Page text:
- Contact your counsel and be ready to provide instructions for filing of “opt-outs” where required on short notice, once the exact date of the UPC’s existence becomes known.
European Union Unitary Patent
To complement the UPC, the ability to obtain an EU Unitary Patent will become available when a European patent grants. The Unitary Patent is an alternative to the existing validation process of a European patent in individual countries. It is not a new patent, and the process for applying for and granting European patents will remain as is. However, once the patent is granted, applicants will have the option to validate the grant in all Contracting Member States (CMS) with a single validation instead of validating in separate states. A properly executed Unitary Patent will be immediately valid in all CMS, and the whole validation process will be greatly simplified— including only one translation and one annual maintenance fee. All Unitary Patents will be subject to the jurisdiction of the UPC. They cannot be opted-out.
The Unitary Patent will provide uniform protection and have equal effect in all CMS. It will also only be limited, transferred, revoked, or lapse in respect to those CMS. The Unitary Patent will not have effect in non-Member States. Once the Unitary Patent system goes into effect, applicants will have the option of choosing to validate a European patent as a Unitary Patent, which may be in addition to validating the patent in countries not covered by the Unitary Patent. Registration for a Unitary Patent may be done once the patent application is granted and within one month from the publication of the grant.
Considerations for UP applicants
For the European patent applications that are pending, no specific action is needed at present. However, applicants interested in obtaining a Unitary Patent may want to consider:
- Filing an early request for the Unitary Patent to take effect. Provided the communication under Rule 71(3) EPC has been dispatched for the European patent application, an applicant may file an early request, which will register the European patent as a Unitary Patent as soon as the UPC system goes into effect.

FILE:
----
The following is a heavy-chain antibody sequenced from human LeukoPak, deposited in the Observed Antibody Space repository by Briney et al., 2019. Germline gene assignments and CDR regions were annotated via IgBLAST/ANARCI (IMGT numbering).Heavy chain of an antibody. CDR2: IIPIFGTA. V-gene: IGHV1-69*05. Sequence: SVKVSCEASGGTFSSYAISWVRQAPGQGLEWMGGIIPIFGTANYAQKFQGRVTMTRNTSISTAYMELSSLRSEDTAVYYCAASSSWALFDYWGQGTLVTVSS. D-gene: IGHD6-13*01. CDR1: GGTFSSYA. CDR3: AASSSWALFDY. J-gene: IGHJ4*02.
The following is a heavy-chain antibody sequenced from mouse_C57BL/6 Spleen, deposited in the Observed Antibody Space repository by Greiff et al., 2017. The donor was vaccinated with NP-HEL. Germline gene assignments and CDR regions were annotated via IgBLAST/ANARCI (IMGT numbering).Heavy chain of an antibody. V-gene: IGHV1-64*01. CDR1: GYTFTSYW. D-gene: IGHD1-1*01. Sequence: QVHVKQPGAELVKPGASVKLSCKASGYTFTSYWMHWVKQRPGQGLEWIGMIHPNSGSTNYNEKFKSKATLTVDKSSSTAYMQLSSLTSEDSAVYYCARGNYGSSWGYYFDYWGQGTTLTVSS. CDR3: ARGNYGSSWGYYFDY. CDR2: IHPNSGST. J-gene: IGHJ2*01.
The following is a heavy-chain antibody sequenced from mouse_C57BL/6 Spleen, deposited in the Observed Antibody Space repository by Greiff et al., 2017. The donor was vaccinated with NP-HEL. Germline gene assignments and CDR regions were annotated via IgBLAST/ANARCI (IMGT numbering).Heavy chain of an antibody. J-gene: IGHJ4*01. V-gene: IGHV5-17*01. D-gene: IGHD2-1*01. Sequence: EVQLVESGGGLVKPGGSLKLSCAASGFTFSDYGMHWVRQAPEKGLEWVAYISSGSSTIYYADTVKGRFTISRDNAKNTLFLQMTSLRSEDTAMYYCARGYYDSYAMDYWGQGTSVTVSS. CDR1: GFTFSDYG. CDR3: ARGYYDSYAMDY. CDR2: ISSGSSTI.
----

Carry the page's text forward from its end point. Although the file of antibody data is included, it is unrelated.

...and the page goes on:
- Delaying progress of the application until the UPC goes into effect. It may be appropriate to take steps to delay responding to the EPO’s communication, or otherwise delay the progress of an application until the EPO’s transitional provisions commence. When they do, this will allow formal deference of the grant date to make an early Unitary Patent designation.
Steps to take now if seeking a Unitary Patent
If a European patent is to be validated in four or more countries, the delay tactic can be useful, as it can reduce renewal and translation costs by using the Unified Patent. However, any decision to seek a Unitary Patent also means the European Patent will be subjected to a single invalidity action that could negate all rights in the CMS, which can be a disadvantage. Applicants considering obtaining a Unitary Patent should consider the following:
- Start reviewing and identifying patents likely to be designated as Unitary Patents.
- Create a timeline of the affected patents, including where the current prosecution stands.
- Consider countries in which the patents are likely to be validated.
While the exact date the changes will take effect are not known, they are expected to commence as early as next year. Thus, the decision on whether to be part of the new system should be discussed and considered as soon as possible, since it is not a straightforward choice.
Nixon Peabody’s UP/UPC team is an interdisciplinary group of attorneys who will track these changes and provide counsel to impacted clients, in coordination with our network of European associates. Our team will continue to monitor changes and keep you informed as policies evolve.
- Austria, Belgium, Bulgaria, Denmark, Estonia, Finland, France, Germany, Italy, Latvia, Lithuania, Luxembourg, Malta, the Netherlands, Portugal, Slovenia, and Sweden.